Con-Tech: 4K Production, Color Gamut and High Dynamic Range

Higher dynamic range in both the cinema and CE viewing experience was a recurring message yesterday at Con-Tech: The 2015 Preview Seminar. The NAB Show and the International 3D and Advanced Imaging Society held a seminar on content and technology trends including 4K production, color gamut, HDR and new workflows. The event, hosted by Paramount Pictures, featured panelists from companies such as Barco, CableLabs, Disney, DreamWorks Animation, Film Magic, Lionsgate, RealD and Technicolor.

Trends in digital cinema was the first topic of the morning. Former president of Sony Pictures Technology Chris Cookson noted that the technology trialed in the controlled environment of theaters leads what gets incorporated into consumer electronics. He singled out the importance of high dynamic range and wider color gamut.

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Barco SVP Wim Buyens articulated two trends in cinema: 1) iPads and kids’ expectations of what an entertainment experience should be, and 2) the globalization of cinema, with an emphasis on China. He noted that of the 100,000-120,000 screens worldwide today, 40,000 are in the U.S. and 20,000 are in China. He expects China to eventually have 40,000 screens, equaling the U.S.

Pete Lude, SVP RealD, gave an overview of HD, UHD, and SUHD TV technology and standards. He then went into detail on four technical issues currently being widely discussed as possible components of the future content creation, production, and distribution flow: high dynamic range, high frame rate, expanded color gamut, and immersive sound.

Towards the start of the “UHD: Views You Can See” panel, Phil McKinney, president and CEO of CableLabs reinforced some of Lude’s points by explaining that resolution by itself is not enough. “Consumers get excited about HDR,” he said.

The panel, with representatives from the U.S., Mexico, United Kingdom, Germany, and China, agreed that UHD TV appears to be inevitable. One channel in Mexico already captures 100 percent of its programming in 4K, although they broadcast it in HD. The common sentiment was 4K capture will be common, and 4K workflow investment is unclear, but that 4K capture makes the 2K-to-4K up-rez for the consumer device look better.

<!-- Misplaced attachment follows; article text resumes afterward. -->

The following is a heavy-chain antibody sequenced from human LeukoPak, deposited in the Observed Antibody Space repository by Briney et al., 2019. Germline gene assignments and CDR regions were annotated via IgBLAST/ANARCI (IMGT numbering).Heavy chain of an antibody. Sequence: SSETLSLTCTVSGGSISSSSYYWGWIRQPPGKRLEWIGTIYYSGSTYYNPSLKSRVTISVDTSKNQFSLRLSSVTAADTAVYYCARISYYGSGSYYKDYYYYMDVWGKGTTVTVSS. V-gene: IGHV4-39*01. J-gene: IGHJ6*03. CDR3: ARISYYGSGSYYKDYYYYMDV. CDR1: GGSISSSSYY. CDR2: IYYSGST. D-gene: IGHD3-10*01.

On the topic of HDR, Technicolor VP Mark Turner noted that the greater bit depth to enable HDR adds 15-20 percent to the file size, regardless of the image resolution.

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As for 8K TV, reporter Carolyn Giardina reminded the audience that Japan expects to test 8K broadcasts during the 2016 Rio Olympics, and have them commercially deployed for the 2020 Tokyo Olympics. Fraunhofer 3D Innovation Center Executive Manager Kathleen Schroter said that 8K is needed for an acceptable autostereoscopic display experience.

3D, especially in theaters, remains huge in China. Percy Fung, CEO of Film Magic, said that virtually 100 percent of multiplexes in China have 3D screens. Families enjoy getting out of the house, and 3D movies are a destination. He said that he’s seen people stand in line up to a remarkable 11.5 hours to see a 3D movie!

Before moderating the “HDR: Hollywood’s New Creative Power Tool” panel, Disney’s Mike DeValue said that HDR is about expanded dynamic range, not just the limits of dynamic range. A candle flame contains many colors, but will appear white on screen if there is inadequate sensitivity in the dynamic range. The human eye has a range of 20,000-0.001 nits, while the average HDTV has a 100-0.117 nits range. The I3DS has set up a working group to educate the community and promote HDR.

Jim Mainard, DreamWorks Animation’s head of digital strategy & new business development, posited that if you put animation filmmakers in a room and showed them examples of all of the variables — high dynamic range, high frame rate, wider color gamut, etc. — they would almost all say that high dynamic range and extended gamut are the ones that they want.

JoDee Freck, SVP mastering and technical services at Lionsgate, pointed out that HDR and wider gamut are related. They add “richness” to the image. Even sepia and black-and-white benefit from the richness of HDR and wider gamut. Mainard added that HDR is a very feasible upgrade from a filmmaking perspective. The economic benefits of 4K aren’t as simple or as clear.